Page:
PREVIEW-Barnes & Noble proxy war, earnings complicate sale

* WHAT: Barnes & Noble 1st quarter earnings

* WHEN: Aug. 24

* Co sees Q1 $0.85-$1.15 loss/shr vs year ago EPS $0.14

* Results to affect outcome of Riggio vs Burkle

By Phil Wahba

NEW YORK, Aug 20 (BestGrowthStock) – The war that has erupted
between Barnes & Noble Inc’s (BKS.N: ) two largest shareholders
over control of the bookseller is putting a wrench in its plans
to sell itself and could make the retailer less appealing.

The company is expected to report a quarterly loss on
Tuesday, and the extent of the damage is likely to affect who
shareholders vote for at next month’s annual meeting.

The conflict pits company founder and Chairman Leonard
Riggio against billionaire Ron Burkle, who is waging a proxy
battle to place three of his directors on the board. Burkle has
accused Riggio of managing Barnes & Noble for his own benefit.

Few bidders for what is already regarded as a tough sell
are likely to step up until the dust settles.

“Nothing is going to happen for a while. It is a long road
we’re on,” a source familiar with the sales process told
Reuters. The source suggested that the process may also lean
more toward a financial restructuring, though all options are
being explored.

Last week, Burkle fired his opening salvo after losing a
court challenge to terminate the company’s poison pill. He
nominated three directors, including himself, for the board.

Riggio, who built up the bookseller into the No. 1 national
U.S. chain, is up for reelection and is backing two outside
directors to add clout to the board. He is also seeking
investors to join him in a bid for the company.

Barnes & Noble put itself up for sale earlier this month
after suffering for years as retail giants like Wal-Mart Stores
Inc (WMT.N: ) siphoned off physical book sales. It is also
fending off growing competition from electronic books sold by
Amazon.com (AMZN.O: ) and more recently Apple Inc (Read more about Apple stock future.) (AAPL.O: ).

Burkle has said Barnes & Noble’s board is packed with
Riggio cronies and his Yucaipa Companies firm said in a
regulatory filing on Thursday that changing the board would go
a long way to making the bookseller attractive to buyers.

Burkle also questioned whether Riggio was sincere at all in
launching the sales process, saying it might be a ploy to allow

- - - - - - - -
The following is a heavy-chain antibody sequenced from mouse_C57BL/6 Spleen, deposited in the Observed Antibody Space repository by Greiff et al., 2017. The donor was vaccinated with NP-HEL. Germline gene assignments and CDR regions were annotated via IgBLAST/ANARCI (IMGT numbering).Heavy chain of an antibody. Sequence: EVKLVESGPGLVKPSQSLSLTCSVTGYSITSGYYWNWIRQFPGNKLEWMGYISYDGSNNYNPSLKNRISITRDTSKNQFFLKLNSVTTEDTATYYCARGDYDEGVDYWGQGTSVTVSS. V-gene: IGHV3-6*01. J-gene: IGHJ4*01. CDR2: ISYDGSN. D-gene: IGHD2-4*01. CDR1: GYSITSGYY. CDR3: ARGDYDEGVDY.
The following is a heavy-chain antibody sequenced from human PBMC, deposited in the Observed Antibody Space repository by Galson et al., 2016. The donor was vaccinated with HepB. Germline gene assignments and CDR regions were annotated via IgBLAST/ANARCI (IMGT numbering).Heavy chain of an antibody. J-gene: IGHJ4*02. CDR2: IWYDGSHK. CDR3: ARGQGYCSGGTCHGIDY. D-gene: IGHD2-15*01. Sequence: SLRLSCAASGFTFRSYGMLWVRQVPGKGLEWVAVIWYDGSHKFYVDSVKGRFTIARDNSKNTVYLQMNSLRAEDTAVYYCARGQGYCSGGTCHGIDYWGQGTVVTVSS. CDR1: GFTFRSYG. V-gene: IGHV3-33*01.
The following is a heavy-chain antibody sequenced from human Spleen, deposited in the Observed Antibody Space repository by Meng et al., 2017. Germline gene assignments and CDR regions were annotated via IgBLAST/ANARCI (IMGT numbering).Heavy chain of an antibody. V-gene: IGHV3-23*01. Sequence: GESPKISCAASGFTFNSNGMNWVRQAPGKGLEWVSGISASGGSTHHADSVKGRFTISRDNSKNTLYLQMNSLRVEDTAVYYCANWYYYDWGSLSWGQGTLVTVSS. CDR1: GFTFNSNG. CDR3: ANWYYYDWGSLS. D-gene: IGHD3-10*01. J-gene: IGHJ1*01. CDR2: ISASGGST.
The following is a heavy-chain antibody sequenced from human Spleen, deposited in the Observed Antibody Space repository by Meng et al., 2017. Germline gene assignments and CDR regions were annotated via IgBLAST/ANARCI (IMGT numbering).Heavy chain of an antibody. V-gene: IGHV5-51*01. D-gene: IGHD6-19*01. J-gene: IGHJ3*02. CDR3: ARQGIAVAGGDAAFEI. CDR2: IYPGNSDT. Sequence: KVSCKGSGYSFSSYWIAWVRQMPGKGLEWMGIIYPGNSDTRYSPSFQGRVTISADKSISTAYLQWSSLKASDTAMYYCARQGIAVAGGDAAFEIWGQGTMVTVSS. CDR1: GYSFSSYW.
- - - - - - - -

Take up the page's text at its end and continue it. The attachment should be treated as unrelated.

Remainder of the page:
him to acquire the company while the stock price is low. Barnes
& Noble’s shares are down about 40 percent in the past year.

Others have said the sale process could just be a trial
balloon to see what price Barnes & Noble could fetch.

“A sale isn’t the only option,” the source familiar with
the sale process said. “It’s a full process. Restructuring and
any number of options are on the table.”

Burkle, who built his fortune through buyouts of West Coast
supermarket chains, has sought investments in troubled but
prominent companies, such as movie studio Miramax and the New
York Times Co (NYT.N: ). In June, he took a 6 percent stake in
clothing maker and retailer American Apparel Inc (APP.A: ).

TELLING NUMBERS

Barnes & Noble warned investors in June it expected to lose
85 cents to $1.15 per share in the first quarter and Chief
Executive William Lynch said expenses to develop its digital
business and Nook e-reader would hit its results.

“The vast majority of the loss will be from the Nook
expenses,” said Morningstar analyst Peter Wahlstrom.

Wahlstrom said investors would be looking for signs that
Barnes & Noble’s e-books strategy is gaining traction. That
would be hard to assess since the retailer, like Amazon, does
not break out exact Nook or e-books sales figures.

“The market is getting full of devices — they either have
to commit to the development costs or partner with somebody,”
said Forrester analyst James McQuivey.

By McQuivey’s estimates, Amazon has sold about 5 million
Kindles so far, while Barnes & Noble has sold 1 million Nooks
since the device’s launch last autumn. Each device generates
sales of two e-books per month on average, he said.

But the extent of the first-quarter loss could determine
whether Burkle prevails or whether Riggio does.

“The worse that the performance is, the better it is for
Burkle. The more performance deteriorates, the more you’re
probably willing to make some changes,” said University of
Chicago finance professor Steven Kaplan.

On the other hand, if the results show progress,
shareholders could prefer to stick with Riggio’s approach.

Burkle, who has amassed a 19.2 percent stake, is likely to
get some help from Barnes & Noble’s third largest investor,
money manager Aletheia Research and Management Inc.

In a court document filed last week in which he upheld the
anti-takeover poison pill, Delaware Chancery Court Vice
Chancellor Leo Strine said Aletheia founder Peter Eichler would
likely vote in tandem with Burkle.

“At his deposition, Eichler gushed over Burkle, and made
clear that for him, the chance to talk investments with Burkle
was equivalent to an aspiring songwriter getting to trade licks
and lyrics with Dylan,” the judge wrote.

Eichler, whose firm owns 15.4 percent of Barnes & Noble
shares, did not respond to an e-mail request for comment.

If Yucaipa and Aletheia vote together, their combined 34.6
percent stake in Barnes & Noble could counter Riggio. If he
loses, Burkle could go hostile, though Yucaipa said in a filing
on Thursday that it had never taken that route.

“You might see a takeover bid and if it’s a high enough
offer, you might see Riggio sell,” Kaplan said.
(Reporting by Phil Wahba; additional reporting by Jessica Hall
in Philadelphia; Editing by Michele Gershberg and Richard
Chang)

PREVIEW-Barnes & Noble proxy war, earnings complicate sale